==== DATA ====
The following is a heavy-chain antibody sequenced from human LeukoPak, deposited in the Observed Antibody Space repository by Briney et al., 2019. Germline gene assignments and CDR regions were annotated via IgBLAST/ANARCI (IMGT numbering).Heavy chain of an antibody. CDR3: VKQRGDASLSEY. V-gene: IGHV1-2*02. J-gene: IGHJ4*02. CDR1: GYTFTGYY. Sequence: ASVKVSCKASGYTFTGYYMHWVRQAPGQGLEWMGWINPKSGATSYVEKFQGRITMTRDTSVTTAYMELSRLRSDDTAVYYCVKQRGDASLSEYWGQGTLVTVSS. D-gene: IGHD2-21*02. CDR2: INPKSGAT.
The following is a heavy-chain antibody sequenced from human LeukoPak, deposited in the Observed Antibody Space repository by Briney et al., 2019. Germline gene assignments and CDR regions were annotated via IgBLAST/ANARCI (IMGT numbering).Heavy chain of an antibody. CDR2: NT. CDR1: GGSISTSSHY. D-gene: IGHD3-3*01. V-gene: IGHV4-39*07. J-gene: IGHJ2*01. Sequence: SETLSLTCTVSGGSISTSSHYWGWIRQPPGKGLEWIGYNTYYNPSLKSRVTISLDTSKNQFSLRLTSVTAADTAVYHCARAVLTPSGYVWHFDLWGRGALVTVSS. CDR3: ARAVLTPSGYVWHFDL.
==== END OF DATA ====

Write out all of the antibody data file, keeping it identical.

The following is a heavy-chain antibody sequenced from human LeukoPak, deposited in the Observed Antibody Space repository by Briney et al., 2019. Germline gene assignments and CDR regions were annotated via IgBLAST/ANARCI (IMGT numbering).Heavy chain of an antibody. CDR3: VKQRGDASLSEY. V-gene: IGHV1-2*02. J-gene: IGHJ4*02. CDR1: GYTFTGYY. Sequence: ASVKVSCKASGYTFTGYYMHWVRQAPGQGLEWMGWINPKSGATSYVEKFQGRITMTRDTSVTTAYMELSRLRSDDTAVYYCVKQRGDASLSEYWGQGTLVTVSS. D-gene: IGHD2-21*02. CDR2: INPKSGAT.
The following is a heavy-chain antibody sequenced from human LeukoPak, deposited in the Observed Antibody Space repository by Briney et al., 2019. Germline gene assignments and CDR regions were annotated via IgBLAST/ANARCI (IMGT numbering).Heavy chain of an antibody. CDR2: NT. CDR1: GGSISTSSHY. D-gene: IGHD3-3*01. V-gene: IGHV4-39*07. J-gene: IGHJ2*01. Sequence: SETLSLTCTVSGGSISTSSHYWGWIRQPPGKGLEWIGYNTYYNPSLKSRVTISLDTSKNQFSLRLTSVTAADTAVYHCARAVLTPSGYVWHFDLWGRGALVTVSS. CDR3: ARAVLTPSGYVWHFDL.